The Spaghetti alla Bottarga ($19) made superb use of this too rare ingredient. Bottarga is made by compressing, drying and curing a portion of tuna or swordfish belly that contains the roe (fish eggs). The exotic oily slabs almost resemble some kind of cured meat, and taste of the ocean. The sweetness of lightly cooked cherry tomatoes combines with the rich salinity of the bottarga, resulting in a sort of Italian umami. Toasted bread crumbs and generous swaths of olive oil create a nice textural contrast against the backdrop of perfectly al dente spaghetti.
Simpler, but supremely well-executed is a dish of grilled wild striped bass fillet, served with a warm Mediterranean farro salad and sauteed spinach ($24). The farro is fluffy and warm, brightened by chunks of cherry tomato, bell pepper, capers and a few tart olives. The thick fillet of bass is incredibly moist, almost creamy, with a rich, full taste.
Spinach, which appeared on a variety of plates, was always perfectly sauteed just past the point of collapse, so that the leaves were still distinct. Delicately flavored with garlic and olive oil, the taste of the spinach prevailed. It made an unusual partner for grilled calamari, adding a green note to the subtle smokiness of the squid.
The vegetarian entree on both my visits was an earthy fettuccine with mushrooms and spinach ($15), just the right amount of sauce clinging to each strand of pasta.
Though the menu is dominated by seafood, there are several excellent cuts of meat available as well. The mild favor of filet ($31) is intensified by a rich mushroom demi-glace. Though I was impressed by the contrast between the thick crust and the medium-rare doneness of the steak, a slight taste of charcoal diminished my enjoyment of the dish.
One of the most delicious choices is also a great bargain -- a special of pork ossobuco with risotto Milanese and broccolini ($18). Tender and rich, but less fatty than usual, the sweetness of the meat was intensified by the chopped tomato in the braising liquid that coated the pork shank. The dish was so delightful it seemed only fitting that owner Michele Savoia sang out its arrival as he placed it at our table.
The food is intensely flavorful, so Dish's reasonable portions will leave you totally satisfied. You are unlikely to go home with leftovers, but the prices are fair given the quality of the ingredients and the consistency of execution.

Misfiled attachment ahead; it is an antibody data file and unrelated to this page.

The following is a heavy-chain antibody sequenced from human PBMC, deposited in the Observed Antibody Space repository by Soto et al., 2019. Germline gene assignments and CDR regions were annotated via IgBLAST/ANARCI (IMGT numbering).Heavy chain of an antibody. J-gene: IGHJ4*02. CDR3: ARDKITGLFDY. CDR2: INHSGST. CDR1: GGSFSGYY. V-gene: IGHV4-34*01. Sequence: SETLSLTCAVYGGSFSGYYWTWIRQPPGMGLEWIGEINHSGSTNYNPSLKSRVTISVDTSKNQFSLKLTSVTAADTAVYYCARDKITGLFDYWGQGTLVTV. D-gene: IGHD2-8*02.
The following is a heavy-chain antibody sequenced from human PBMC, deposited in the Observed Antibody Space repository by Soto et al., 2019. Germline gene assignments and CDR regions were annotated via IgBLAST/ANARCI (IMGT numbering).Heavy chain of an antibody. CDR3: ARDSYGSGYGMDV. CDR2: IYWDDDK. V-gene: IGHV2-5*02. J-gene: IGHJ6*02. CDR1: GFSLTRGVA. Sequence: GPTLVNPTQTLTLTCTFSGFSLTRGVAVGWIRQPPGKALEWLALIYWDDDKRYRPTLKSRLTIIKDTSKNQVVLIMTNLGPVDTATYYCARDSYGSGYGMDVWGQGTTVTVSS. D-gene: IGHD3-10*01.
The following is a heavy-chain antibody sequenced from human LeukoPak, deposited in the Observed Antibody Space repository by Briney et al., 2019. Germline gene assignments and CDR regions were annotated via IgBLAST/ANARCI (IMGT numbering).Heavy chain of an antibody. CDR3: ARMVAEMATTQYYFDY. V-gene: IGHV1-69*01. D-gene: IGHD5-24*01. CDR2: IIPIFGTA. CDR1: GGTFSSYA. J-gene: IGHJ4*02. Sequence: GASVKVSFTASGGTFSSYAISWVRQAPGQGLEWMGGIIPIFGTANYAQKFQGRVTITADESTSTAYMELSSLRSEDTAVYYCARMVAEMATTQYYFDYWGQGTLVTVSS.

The food is wonderful and the service is charming. But the thing that really sets Dish apart? An atmosphere so gorgeously Italian it feels straight out of Fellini.
Low lights, stark white walls, and a profusion of mirrors seem to reflect the room in black and white. Everyone looks more beautiful, and life seems to be more fun.
I found myself breaking my usual habits -- drinking a cocktail with dinner, somehow unable to care about the small whiff of smoke from the cigarettes still allowed in the bar area. I was so transported by the ambiance, I realized that our plates had been cleared and coffee accoutrements set before us without my even noticing. I did notice that the espresso was thick and rich, with a long finish of chocolate.
As for dessert, it is a very good idea. My favorite was a tart contrasting a layer of gently sweet, creamy ricotta with lusciously dark, bittersweet chocolate. But the limoncello cheesecake, the tiramisu and the chocolate bread pudding also are exquisite.
Dish is a dream, an escape, a party, one that never seems to alter.
In fact, eating at Dish is such a timeless experience that much of the menu remains the same as when the restaurant opened. This constancy may help explain why so many people speak so fondly of the restaurant, though they haven't eaten there in quite some time. Though Dish is consistently crowded, restaurant patrons are notoriously fickle. A crowded dining room today is no guarantee of a restaurant's popularity next week.
I would encourage the kitchen to let loose a bit with the menu. If Dish doesn't continue to challenge its sophisticated and choosy patrons, there is a danger they will outgrow it, despite all of its many, powerful charms.
First Published February 7, 2008 12:00 am